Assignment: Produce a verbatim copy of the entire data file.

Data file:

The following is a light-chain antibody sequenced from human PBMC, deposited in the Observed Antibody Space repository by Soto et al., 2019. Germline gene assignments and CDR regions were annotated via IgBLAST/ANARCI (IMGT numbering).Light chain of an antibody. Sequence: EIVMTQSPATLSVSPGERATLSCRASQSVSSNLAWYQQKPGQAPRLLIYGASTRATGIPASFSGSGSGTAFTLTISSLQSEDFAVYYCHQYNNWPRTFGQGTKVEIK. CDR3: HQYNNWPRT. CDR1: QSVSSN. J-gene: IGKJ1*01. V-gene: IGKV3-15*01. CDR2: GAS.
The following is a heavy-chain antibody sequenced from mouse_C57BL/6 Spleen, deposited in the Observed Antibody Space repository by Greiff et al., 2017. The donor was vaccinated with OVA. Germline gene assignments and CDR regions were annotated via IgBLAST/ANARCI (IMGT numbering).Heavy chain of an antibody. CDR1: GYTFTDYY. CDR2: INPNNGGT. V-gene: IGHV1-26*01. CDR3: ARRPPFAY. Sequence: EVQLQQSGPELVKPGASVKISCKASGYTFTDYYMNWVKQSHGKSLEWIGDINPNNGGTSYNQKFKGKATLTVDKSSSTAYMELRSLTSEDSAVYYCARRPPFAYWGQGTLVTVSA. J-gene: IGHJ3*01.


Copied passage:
The following is a light-chain antibody sequenced from human PBMC, deposited in the Observed Antibody Space repository by Soto et al., 2019. Germline gene assignments and CDR regions were annotated via IgBLAST/ANARCI (IMGT numbering).Light chain of an antibody. Sequence: EIVMTQSPATLSVSPGERATLSCRASQSVSSNLAWYQQKPGQAPRLLIYGASTRATGIPASFSGSGSGTAFTLTISSLQSEDFAVYYCHQYNNWPRTFGQGTKVEIK. CDR3: HQYNNWPRT. CDR1: QSVSSN. J-gene: IGKJ1*01. V-gene: IGKV3-15*01. CDR2: GAS.
The following is a heavy-chain antibody sequenced from mouse_C57BL/6 Spleen, deposited in the Observed Antibody Space repository by Greiff et al., 2017. The donor was vaccinated with OVA. Germline gene assignments and CDR regions were annotated via IgBLAST/ANARCI (IMGT numbering).Heavy chain of an antibody. CDR1: GYTFTDYY. CDR2: INPNNGGT. V-gene: IGHV1-26*01. CDR3: ARRPPFAY. Sequence: EVQLQQSGPELVKPGASVKISCKASGYTFTDYYMNWVKQSHGKSLEWIGDINPNNGGTSYNQKFKGKATLTVDKSSSTAYMELRSLTSEDSAVYYCARRPPFAYWGQGTLVTVSA. J-gene: IGHJ3*01.